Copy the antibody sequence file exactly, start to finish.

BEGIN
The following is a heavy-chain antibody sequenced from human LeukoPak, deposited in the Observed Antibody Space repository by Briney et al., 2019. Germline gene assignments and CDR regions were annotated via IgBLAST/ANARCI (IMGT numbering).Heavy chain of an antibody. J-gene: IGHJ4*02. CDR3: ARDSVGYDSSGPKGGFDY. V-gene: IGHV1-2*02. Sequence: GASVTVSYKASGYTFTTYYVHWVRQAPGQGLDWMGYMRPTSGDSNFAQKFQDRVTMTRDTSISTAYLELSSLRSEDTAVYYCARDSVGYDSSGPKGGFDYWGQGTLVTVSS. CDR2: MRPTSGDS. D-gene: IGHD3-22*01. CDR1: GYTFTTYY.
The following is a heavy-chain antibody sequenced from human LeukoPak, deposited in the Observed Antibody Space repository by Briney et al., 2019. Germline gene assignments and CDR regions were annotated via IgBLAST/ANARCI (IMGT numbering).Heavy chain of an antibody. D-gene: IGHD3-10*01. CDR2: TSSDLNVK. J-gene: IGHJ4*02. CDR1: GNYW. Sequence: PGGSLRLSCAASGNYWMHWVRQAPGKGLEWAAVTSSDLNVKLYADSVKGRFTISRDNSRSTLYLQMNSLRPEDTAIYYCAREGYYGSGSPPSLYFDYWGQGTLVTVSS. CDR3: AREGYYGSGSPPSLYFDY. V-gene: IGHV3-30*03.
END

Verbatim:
The following is a heavy-chain antibody sequenced from human LeukoPak, deposited in the Observed Antibody Space repository by Briney et al., 2019. Germline gene assignments and CDR regions were annotated via IgBLAST/ANARCI (IMGT numbering).Heavy chain of an antibody. J-gene: IGHJ4*02. CDR3: ARDSVGYDSSGPKGGFDY. V-gene: IGHV1-2*02. Sequence: GASVTVSYKASGYTFTTYYVHWVRQAPGQGLDWMGYMRPTSGDSNFAQKFQDRVTMTRDTSISTAYLELSSLRSEDTAVYYCARDSVGYDSSGPKGGFDYWGQGTLVTVSS. CDR2: MRPTSGDS. D-gene: IGHD3-22*01. CDR1: GYTFTTYY.
The following is a heavy-chain antibody sequenced from human LeukoPak, deposited in the Observed Antibody Space repository by Briney et al., 2019. Germline gene assignments and CDR regions were annotated via IgBLAST/ANARCI (IMGT numbering).Heavy chain of an antibody. D-gene: IGHD3-10*01. CDR2: TSSDLNVK. J-gene: IGHJ4*02. CDR1: GNYW. Sequence: PGGSLRLSCAASGNYWMHWVRQAPGKGLEWAAVTSSDLNVKLYADSVKGRFTISRDNSRSTLYLQMNSLRPEDTAIYYCAREGYYGSGSPPSLYFDYWGQGTLVTVSS. CDR3: AREGYYGSGSPPSLYFDY. V-gene: IGHV3-30*03.